Also, this can be implemented more efficiently. When you issue a token you remember when you did that. And you revoke it after 120 days, which then prompts the dialog to get it anyway.

Tgr added a comment.May 8 2017, 9:04 PM

You do not have to update database on all API requests, only on calls to authenticate and related OAuth calls (or are you calling OAuth calls API requests)?

Oh OK, you said last prompt, not last time using that consumer to authenticate an API request. That wouldn't be too bad.
I would still prefer just getting rid of manual reauthentications though.

Also, this can be implemented more efficiently. When you issue a token you remember when you did that. And you revoke it after 120 days, which then prompts the dialog to get it anyway.

That would limit how long the OAuth application can act in your name. We currently don't have a time limit for that. I don't know if adding one would be desirable (although all the OAuth apps I can think of are interactive and so wouldn't be affected).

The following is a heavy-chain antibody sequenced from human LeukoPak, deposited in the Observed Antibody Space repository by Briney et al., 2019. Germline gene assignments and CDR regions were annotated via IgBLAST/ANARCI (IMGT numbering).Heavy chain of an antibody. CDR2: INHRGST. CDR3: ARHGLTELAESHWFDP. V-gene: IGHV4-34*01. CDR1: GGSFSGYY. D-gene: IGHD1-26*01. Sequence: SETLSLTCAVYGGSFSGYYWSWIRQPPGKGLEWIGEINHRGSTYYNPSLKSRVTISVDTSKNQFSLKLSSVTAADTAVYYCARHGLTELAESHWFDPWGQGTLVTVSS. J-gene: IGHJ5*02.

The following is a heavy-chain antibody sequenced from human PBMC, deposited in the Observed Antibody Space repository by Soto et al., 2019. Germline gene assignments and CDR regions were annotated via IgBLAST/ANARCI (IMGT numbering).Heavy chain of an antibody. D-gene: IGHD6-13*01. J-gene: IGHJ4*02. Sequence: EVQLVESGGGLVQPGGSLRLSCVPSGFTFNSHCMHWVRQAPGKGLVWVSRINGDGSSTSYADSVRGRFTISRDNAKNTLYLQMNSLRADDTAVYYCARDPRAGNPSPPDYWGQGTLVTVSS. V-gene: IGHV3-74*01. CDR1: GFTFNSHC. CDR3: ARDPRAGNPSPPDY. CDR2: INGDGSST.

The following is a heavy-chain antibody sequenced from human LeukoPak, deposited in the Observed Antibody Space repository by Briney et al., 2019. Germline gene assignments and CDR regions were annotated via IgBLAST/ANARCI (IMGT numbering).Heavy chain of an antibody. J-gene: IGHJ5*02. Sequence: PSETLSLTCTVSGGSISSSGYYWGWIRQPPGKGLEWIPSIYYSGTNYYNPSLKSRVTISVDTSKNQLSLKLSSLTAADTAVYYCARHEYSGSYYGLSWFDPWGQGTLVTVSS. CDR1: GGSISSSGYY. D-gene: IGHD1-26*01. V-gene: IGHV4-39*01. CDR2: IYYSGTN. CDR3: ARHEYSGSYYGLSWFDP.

Mitar added a comment.May 8 2017, 10:01 PM

I would still prefer just getting rid of manual reauthentications though.

I would agree. Until there are a change in permissions asked or something. But, because maybe not everyone agree with that I am pointing out that there are also some middle points we can do between showing dialog every time and occasionally.

We currently don't have a time limit for that.

Hm, all API providers I know about (Facebook, Twitter) do expire their OAuth tokens at some point (you even get expiration time).

But I do not really care about that. We can also have unlimited time. Or very long time.